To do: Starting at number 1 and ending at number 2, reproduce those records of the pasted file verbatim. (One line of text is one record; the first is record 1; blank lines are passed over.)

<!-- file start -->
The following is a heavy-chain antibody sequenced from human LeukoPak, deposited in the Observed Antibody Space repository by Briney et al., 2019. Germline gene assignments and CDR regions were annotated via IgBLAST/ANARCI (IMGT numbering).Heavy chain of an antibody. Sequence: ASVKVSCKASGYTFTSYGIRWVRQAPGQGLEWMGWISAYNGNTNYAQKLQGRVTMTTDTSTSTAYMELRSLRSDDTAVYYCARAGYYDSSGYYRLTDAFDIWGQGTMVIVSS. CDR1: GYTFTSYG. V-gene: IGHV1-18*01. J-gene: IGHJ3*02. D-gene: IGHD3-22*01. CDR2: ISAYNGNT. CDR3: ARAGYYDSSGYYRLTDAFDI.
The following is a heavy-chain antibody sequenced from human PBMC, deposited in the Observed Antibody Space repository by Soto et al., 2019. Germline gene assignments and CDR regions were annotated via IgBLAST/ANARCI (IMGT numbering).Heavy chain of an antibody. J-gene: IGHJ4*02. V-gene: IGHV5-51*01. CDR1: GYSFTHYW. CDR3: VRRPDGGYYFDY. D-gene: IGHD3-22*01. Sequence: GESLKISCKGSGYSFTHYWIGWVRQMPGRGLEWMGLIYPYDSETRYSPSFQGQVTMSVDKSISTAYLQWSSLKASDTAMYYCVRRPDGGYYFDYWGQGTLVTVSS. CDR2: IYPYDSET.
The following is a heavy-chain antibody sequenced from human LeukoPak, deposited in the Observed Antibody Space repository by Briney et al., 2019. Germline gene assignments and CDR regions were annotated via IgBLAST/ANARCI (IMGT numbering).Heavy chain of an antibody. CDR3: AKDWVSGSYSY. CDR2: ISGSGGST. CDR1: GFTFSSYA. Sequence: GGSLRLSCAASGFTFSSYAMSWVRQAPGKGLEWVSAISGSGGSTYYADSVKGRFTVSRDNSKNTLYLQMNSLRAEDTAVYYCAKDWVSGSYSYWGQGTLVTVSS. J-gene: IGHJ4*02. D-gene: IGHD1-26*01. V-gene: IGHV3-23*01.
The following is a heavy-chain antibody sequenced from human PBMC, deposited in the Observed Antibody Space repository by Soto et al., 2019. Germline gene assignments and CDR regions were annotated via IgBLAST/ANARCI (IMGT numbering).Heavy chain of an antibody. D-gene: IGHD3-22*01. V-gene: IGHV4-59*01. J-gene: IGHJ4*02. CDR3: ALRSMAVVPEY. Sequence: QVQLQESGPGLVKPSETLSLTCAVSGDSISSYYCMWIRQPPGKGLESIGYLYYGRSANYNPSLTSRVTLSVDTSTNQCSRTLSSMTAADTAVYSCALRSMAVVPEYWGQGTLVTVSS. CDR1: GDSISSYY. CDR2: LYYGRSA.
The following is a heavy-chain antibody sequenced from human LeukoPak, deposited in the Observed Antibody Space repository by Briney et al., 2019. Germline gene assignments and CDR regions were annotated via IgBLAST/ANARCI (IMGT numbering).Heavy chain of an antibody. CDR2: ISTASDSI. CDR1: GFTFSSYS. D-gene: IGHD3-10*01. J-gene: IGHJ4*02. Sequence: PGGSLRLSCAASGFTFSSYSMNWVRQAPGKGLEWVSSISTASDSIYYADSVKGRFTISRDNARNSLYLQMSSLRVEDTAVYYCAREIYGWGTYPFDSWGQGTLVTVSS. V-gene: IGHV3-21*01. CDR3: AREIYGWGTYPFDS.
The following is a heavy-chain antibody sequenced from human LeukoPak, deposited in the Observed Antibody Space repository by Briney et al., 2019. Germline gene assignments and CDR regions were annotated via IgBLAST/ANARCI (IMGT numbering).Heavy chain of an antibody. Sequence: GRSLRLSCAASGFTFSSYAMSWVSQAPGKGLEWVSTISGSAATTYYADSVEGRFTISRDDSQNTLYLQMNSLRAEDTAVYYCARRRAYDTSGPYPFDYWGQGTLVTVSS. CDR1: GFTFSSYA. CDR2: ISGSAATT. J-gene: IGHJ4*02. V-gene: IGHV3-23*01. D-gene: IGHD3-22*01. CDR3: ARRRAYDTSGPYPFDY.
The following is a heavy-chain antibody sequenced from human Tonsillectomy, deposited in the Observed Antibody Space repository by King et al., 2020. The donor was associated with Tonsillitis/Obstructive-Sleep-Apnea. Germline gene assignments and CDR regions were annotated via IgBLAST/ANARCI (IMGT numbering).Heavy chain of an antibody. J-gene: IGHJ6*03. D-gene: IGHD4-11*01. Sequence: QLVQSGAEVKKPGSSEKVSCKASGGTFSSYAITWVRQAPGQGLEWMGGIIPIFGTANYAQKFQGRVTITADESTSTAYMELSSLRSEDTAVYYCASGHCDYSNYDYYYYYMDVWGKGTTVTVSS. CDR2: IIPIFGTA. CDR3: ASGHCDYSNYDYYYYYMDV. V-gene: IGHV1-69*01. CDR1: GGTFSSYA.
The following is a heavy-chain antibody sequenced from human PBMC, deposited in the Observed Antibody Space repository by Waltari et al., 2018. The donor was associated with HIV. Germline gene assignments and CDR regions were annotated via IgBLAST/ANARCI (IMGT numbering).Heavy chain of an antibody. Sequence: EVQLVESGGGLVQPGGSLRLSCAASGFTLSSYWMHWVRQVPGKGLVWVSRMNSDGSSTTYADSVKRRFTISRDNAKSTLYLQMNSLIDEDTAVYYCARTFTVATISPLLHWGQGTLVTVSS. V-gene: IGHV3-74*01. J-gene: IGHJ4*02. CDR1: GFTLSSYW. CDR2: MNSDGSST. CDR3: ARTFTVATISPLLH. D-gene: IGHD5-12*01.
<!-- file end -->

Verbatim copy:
The following is a heavy-chain antibody sequenced from human LeukoPak, deposited in the Observed Antibody Space repository by Briney et al., 2019. Germline gene assignments and CDR regions were annotated via IgBLAST/ANARCI (IMGT numbering).Heavy chain of an antibody. Sequence: ASVKVSCKASGYTFTSYGIRWVRQAPGQGLEWMGWISAYNGNTNYAQKLQGRVTMTTDTSTSTAYMELRSLRSDDTAVYYCARAGYYDSSGYYRLTDAFDIWGQGTMVIVSS. CDR1: GYTFTSYG. V-gene: IGHV1-18*01. J-gene: IGHJ3*02. D-gene: IGHD3-22*01. CDR2: ISAYNGNT. CDR3: ARAGYYDSSGYYRLTDAFDI.
The following is a heavy-chain antibody sequenced from human PBMC, deposited in the Observed Antibody Space repository by Soto et al., 2019. Germline gene assignments and CDR regions were annotated via IgBLAST/ANARCI (IMGT numbering).Heavy chain of an antibody. J-gene: IGHJ4*02. V-gene: IGHV5-51*01. CDR1: GYSFTHYW. CDR3: VRRPDGGYYFDY. D-gene: IGHD3-22*01. Sequence: GESLKISCKGSGYSFTHYWIGWVRQMPGRGLEWMGLIYPYDSETRYSPSFQGQVTMSVDKSISTAYLQWSSLKASDTAMYYCVRRPDGGYYFDYWGQGTLVTVSS. CDR2: IYPYDSET.